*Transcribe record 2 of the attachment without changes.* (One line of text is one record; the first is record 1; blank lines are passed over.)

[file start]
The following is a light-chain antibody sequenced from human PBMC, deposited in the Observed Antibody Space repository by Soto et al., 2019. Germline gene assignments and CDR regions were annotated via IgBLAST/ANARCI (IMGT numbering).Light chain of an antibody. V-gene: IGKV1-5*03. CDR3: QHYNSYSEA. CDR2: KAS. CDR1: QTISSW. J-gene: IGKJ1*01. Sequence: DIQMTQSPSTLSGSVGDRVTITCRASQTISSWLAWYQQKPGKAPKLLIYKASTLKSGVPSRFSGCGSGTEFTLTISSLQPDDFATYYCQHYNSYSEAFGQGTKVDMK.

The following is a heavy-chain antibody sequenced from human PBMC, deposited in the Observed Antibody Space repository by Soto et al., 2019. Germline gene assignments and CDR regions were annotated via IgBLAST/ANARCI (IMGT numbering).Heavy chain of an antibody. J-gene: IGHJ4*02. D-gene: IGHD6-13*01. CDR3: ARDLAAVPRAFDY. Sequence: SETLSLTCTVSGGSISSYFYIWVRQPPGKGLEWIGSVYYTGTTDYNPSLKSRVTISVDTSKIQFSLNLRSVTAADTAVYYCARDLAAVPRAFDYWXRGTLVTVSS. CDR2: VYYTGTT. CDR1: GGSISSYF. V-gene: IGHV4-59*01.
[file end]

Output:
The following is a heavy-chain antibody sequenced from human PBMC, deposited in the Observed Antibody Space repository by Soto et al., 2019. Germline gene assignments and CDR regions were annotated via IgBLAST/ANARCI (IMGT numbering).Heavy chain of an antibody. J-gene: IGHJ4*02. D-gene: IGHD6-13*01. CDR3: ARDLAAVPRAFDY. Sequence: SETLSLTCTVSGGSISSYFYIWVRQPPGKGLEWIGSVYYTGTTDYNPSLKSRVTISVDTSKIQFSLNLRSVTAADTAVYYCARDLAAVPRAFDYWXRGTLVTVSS. CDR2: VYYTGTT. CDR1: GGSISSYF. V-gene: IGHV4-59*01.